What I have found has been parents just like me who want to provide an excellent education for their children, often classical, usually inspired at least vaguely by the educational theories of Charlotte Mason, in a completely non-sectarian way. These parents and I have conversations about the best way to do nature study, the best “living books” for a given age group and interest, whether to teach ecclesial or classical pronunciation of Latin, and which educational theories can enhance our own ability to best teach our children. We discuss the merits of John Holt’s “unschooling” or whether classical education ought to be thought of in terms of the trivium. We strategize about how to get struggling readers to fall in love with books, how to inspire bored teenagers, how to teach the faith in a way that is comprehensive and compelling.

The proliferation of like-minded people online confirms that my experience is not an isolated one. The podcast Schole Sisters provides a forum for “Classically homeschooling mamas who want to grow while their children learn and grow.” The hosts have in-depth discussions of Aristotelian virtue, Platonic pedagogy, and always, what Pieper means my “schole.” Pam Barnhill’s “Your Morning Basket” is a weekly interview which homeschoolers who use “morning time” to center their homeschool around truth, goodness, and beauty, ensuring that the so-called “riches,” (art, music appreciation, poetry, classical read-alouds) get their due attention. Sarah MacKenzie’s incredibly popular Read-Aloud Revival provides a plethora of resources for families who want to build their family culture around books.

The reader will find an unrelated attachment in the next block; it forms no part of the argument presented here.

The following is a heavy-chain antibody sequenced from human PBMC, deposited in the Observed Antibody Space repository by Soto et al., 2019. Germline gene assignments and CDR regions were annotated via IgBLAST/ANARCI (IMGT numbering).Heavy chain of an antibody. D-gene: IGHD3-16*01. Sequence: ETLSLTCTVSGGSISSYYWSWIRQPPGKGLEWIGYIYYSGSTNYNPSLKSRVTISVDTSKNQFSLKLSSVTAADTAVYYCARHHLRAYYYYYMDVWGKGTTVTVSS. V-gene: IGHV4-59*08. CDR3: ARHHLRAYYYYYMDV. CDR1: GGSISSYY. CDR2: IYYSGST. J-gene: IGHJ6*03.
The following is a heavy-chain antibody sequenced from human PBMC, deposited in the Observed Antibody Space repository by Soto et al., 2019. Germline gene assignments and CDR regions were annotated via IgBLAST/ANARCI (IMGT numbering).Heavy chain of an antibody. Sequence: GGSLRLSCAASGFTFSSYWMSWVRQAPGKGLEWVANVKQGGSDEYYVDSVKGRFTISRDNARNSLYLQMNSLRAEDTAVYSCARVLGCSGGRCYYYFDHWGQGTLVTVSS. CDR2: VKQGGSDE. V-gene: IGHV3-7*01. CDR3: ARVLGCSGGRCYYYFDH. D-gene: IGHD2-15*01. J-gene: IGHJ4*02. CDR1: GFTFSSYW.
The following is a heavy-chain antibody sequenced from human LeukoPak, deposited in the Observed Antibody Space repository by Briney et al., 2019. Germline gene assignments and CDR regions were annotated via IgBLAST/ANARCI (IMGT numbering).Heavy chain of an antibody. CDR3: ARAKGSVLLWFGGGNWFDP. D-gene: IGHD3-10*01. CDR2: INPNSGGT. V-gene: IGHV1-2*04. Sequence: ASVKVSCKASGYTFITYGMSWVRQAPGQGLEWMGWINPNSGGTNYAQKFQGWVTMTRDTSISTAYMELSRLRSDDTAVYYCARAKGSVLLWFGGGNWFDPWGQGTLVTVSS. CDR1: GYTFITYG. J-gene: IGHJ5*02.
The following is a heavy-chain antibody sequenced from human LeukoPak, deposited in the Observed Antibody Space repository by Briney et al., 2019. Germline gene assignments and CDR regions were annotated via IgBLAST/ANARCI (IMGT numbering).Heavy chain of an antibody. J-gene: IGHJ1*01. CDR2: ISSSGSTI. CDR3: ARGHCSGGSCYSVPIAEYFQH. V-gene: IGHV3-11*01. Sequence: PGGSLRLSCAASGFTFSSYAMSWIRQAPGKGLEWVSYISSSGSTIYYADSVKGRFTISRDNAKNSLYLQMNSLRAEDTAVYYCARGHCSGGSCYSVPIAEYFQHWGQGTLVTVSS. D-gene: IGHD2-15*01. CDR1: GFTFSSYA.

What is going on here is significant. A generation ago, homeschooling was sectarian. To use Niebuhr’s typology, homeschoolers were very much in the “Christ against culture” camp. They were deeply suspicious of mainstream culture and desperate to escape it.

Not so anymore. Using the same typology, most homeschoolers tend to be more “Christ transforming culture.” They want to engage the larger society, but with some different tools, many recovered from the classical world, some more contemporary, that have perhaps been lost in light of the rise of utilitarian pedagogical methods. They want to revive education, not by doing more, but by going deeper (they throw around phrases like “multum non multa” and “festina lente.” They want to think about long-term flourishing, not just checking boxes.